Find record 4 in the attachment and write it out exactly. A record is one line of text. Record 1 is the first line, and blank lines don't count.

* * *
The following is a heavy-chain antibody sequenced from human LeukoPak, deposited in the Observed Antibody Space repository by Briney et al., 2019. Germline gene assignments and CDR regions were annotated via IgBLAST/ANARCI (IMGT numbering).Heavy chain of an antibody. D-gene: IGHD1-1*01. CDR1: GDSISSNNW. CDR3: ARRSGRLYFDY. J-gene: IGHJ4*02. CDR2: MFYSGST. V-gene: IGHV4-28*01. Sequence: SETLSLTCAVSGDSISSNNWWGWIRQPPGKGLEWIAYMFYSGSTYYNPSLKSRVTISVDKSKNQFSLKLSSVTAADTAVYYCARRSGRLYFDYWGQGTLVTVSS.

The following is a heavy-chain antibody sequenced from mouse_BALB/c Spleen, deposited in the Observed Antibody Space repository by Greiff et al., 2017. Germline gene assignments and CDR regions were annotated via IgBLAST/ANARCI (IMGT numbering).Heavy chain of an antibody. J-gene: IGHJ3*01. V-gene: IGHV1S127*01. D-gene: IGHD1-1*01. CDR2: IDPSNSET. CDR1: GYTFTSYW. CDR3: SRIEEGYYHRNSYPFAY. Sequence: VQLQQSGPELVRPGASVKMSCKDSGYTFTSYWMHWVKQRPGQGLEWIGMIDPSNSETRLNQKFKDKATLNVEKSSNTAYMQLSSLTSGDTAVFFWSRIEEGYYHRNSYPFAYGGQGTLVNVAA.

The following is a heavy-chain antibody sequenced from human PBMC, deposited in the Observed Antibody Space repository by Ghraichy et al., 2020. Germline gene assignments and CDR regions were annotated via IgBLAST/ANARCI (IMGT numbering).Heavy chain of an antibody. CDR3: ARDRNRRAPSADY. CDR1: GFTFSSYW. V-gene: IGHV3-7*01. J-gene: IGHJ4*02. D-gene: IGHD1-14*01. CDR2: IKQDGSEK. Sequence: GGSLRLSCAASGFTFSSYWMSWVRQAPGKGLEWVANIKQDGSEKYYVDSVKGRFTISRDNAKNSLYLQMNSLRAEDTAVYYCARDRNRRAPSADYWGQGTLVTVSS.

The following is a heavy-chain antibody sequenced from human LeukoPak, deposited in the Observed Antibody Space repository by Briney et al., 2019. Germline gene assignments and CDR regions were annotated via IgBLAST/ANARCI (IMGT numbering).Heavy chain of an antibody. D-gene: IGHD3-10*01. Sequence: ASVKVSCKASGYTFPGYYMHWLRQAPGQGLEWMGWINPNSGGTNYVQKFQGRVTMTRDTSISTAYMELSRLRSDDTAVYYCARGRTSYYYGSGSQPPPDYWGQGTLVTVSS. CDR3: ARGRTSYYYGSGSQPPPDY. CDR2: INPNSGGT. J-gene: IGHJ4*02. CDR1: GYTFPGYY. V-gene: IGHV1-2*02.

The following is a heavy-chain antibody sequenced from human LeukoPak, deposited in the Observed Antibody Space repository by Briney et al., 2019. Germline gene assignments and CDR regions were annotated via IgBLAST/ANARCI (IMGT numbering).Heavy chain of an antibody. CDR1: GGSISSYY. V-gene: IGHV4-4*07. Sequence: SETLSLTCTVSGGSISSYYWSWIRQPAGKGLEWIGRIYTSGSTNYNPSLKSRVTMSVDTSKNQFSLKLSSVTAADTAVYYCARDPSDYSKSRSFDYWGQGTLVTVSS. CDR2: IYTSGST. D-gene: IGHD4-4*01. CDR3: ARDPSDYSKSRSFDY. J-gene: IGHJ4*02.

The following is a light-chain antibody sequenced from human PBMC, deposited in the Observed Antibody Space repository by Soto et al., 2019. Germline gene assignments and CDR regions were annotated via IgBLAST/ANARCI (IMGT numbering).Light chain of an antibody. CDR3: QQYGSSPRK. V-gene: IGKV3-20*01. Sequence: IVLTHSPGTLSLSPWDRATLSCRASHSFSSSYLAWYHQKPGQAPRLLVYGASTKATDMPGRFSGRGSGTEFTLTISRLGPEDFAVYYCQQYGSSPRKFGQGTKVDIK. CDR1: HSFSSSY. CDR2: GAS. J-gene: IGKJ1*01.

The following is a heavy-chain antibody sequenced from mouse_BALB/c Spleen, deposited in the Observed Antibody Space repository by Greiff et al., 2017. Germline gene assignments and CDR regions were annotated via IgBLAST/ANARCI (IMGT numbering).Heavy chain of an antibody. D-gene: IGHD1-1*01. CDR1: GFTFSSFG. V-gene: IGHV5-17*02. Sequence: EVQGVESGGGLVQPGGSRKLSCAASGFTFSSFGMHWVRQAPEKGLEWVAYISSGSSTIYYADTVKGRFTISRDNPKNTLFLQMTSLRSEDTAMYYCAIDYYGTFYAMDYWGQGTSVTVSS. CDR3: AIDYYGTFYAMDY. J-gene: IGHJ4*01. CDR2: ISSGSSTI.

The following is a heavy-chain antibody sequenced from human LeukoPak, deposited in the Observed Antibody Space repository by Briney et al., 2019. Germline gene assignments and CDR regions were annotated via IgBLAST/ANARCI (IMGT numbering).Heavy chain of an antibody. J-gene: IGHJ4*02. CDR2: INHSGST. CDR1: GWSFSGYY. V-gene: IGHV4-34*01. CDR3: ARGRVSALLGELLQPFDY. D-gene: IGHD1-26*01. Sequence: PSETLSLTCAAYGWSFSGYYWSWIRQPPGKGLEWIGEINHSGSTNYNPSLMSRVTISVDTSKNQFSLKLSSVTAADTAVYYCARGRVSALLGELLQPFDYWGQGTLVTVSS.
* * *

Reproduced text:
The following is a heavy-chain antibody sequenced from human LeukoPak, deposited in the Observed Antibody Space repository by Briney et al., 2019. Germline gene assignments and CDR regions were annotated via IgBLAST/ANARCI (IMGT numbering).Heavy chain of an antibody. D-gene: IGHD3-10*01. Sequence: ASVKVSCKASGYTFPGYYMHWLRQAPGQGLEWMGWINPNSGGTNYVQKFQGRVTMTRDTSISTAYMELSRLRSDDTAVYYCARGRTSYYYGSGSQPPPDYWGQGTLVTVSS. CDR3: ARGRTSYYYGSGSQPPPDY. CDR2: INPNSGGT. J-gene: IGHJ4*02. CDR1: GYTFPGYY. V-gene: IGHV1-2*02.